By Bridget Penhale, 13th September 2021
I recently attended most of a 3-day Court of Protection hearing (reported in a blog post by Prof. Celia Kitzinger) concerning alleged coercive and controlling behaviour and undue influence by a man (NC) in relation to an older woman (BU). BU had stated that she wished to marry (or form a civil partnership) with the man. BU’s daughter had applied for a declaration that BU lacks capacity to make decisions about contact and decisions about entering into marriage or civil partnership: she was also seeking an order to prevent NC from having contact with her mother – or, alternatively, a Forced Marriage Protection Order.
There were two expert witnesses engaged by the Court to undertake assessments of the woman. The first, a Consultant in Old Age Psychiatry, provided evidence about BU’s cognitive functioning and capacity. The second, a psychologist, provided evidence about coercive and controlling behaviour and undue influence in the relationship between the woman and her partner.
Although judgment has not yet been handed down, the hearing led me to reflect on several issues in relation to aspects of violence, abuse and safeguarding, and their intersection with capacity related issues.
One of the areas that interested me was the position taken by the Local Authority in relation to safeguarding BU.
One of the issues that was discussed in the hearing was whether some form of supervised contact between the partners in the relationship might be possible and if this could be provided by the Local Authority.
The barrister (Laura Twist) appearing for the Local Authority indicated that the Local Authority would not be able to assist with any proposed supervised contact between BU and NC as they did not have the necessary expertise to provide effective supervision. Further, the Local Authority did not have any required specialist in-house services in this specific area.
As a former social worker and social work manager, as well as an academic, the Local Authority position on supervised contact was somewhat surprising to me.
Social workers may not routinely provide supervision for contact arrangements in adult social care, but as a result of their training, most social workers have well-developed assessment skills, particularly in relation to observation and analysis of situations.
Social workers also develop experience in handling potential distress or even conflict during assessments (or reviews) of family members.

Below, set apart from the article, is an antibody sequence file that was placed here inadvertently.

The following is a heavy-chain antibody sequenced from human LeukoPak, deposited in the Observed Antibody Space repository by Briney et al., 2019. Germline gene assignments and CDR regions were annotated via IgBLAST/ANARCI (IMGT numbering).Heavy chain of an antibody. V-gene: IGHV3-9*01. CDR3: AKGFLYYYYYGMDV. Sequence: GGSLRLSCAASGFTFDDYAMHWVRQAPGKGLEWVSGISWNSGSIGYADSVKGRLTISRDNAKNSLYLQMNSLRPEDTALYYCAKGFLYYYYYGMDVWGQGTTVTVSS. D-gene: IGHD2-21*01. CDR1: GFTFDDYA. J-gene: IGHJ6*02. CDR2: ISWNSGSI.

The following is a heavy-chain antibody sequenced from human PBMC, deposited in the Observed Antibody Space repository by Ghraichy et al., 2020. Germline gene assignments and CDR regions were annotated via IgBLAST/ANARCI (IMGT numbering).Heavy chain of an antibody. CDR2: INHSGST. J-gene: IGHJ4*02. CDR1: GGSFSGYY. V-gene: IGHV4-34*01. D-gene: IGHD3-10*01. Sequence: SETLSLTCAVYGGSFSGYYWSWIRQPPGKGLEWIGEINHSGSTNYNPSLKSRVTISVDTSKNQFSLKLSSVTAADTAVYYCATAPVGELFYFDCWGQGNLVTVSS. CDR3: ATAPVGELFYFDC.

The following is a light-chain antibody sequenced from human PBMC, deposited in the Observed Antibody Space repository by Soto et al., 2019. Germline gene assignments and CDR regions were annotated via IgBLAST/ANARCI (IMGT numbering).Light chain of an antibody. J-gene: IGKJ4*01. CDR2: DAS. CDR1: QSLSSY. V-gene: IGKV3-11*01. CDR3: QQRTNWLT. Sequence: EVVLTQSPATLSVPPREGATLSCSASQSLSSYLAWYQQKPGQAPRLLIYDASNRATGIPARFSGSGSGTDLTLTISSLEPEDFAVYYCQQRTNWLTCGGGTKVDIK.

In addition, social workers in Children and Families Social Care may well be involved in supervising contact visits between parents/carers who are separated from their children, so might be able to assist their counterparts and colleagues in Adult Social Care to provide such a service, or to provide some guidance about this.
Such provision would not necessarily be seen as a ‘specialist service’ or one that requires either specific expertise or specialised training.
The Local Authority could also consider commissioning such a service from a provider (if use of social work time to carry out this task was seen as an expensive use of resource).
The second expert witness (Prof. Dubrow-Marshall) had proposed a specialised psycho-therapeutic intervention to address the coercive and controlling behaviour in the relationship. He had described this as particularly in the interests of the woman to help her to re-establish her self-identity. He had also said that the intervention should ideally also be provided to the man – suggesting that therapy would be offered both individually and possibly also together in due course.
The Local Authority’s position was that this was a health-related need and the Local Authority did not provide psychological services. This intervention would therefore need to be sought either through the NHS, or privately.
Although technically it would be possible for the Local Authority to commission such an intervention, the stated position was that the Local Authority would/could not commission such an intervention as it was related to a health need. The dividing line between health and social care need is a fine one in situations such as these – but given the expressed view that this was clearly a health need, it was an understandable outcome, particularly as Local Authorities do not generally have responsibility for providing psychological interventions.
In relation to whether the Local Authority would have any ongoing involvement with the individual, it appeared that much depended on the situation as it might develop, and which might arise from the final orders issued and the possibility of further arrangements that might be needed.
For example, if BU was deemed to have capacity to decide about marriage or civil partnership and was not prevented from entering into one (e.g. via a Forced Marriage Protection Order), then concerns about management of her financial affairs would be likely to occur, irrespective of the existence of the Financial Deputyship. Although she might have capacity to consent to marriage, she might not have capacity to make decisions about her financial affairs (and this latter point had been established at an earlier hearing in late 2020). Moreover, if the individuals were married or cohabiting it was considered that it would be extremely difficult for such a Deputyship in relation to financial affairs to operate effectively.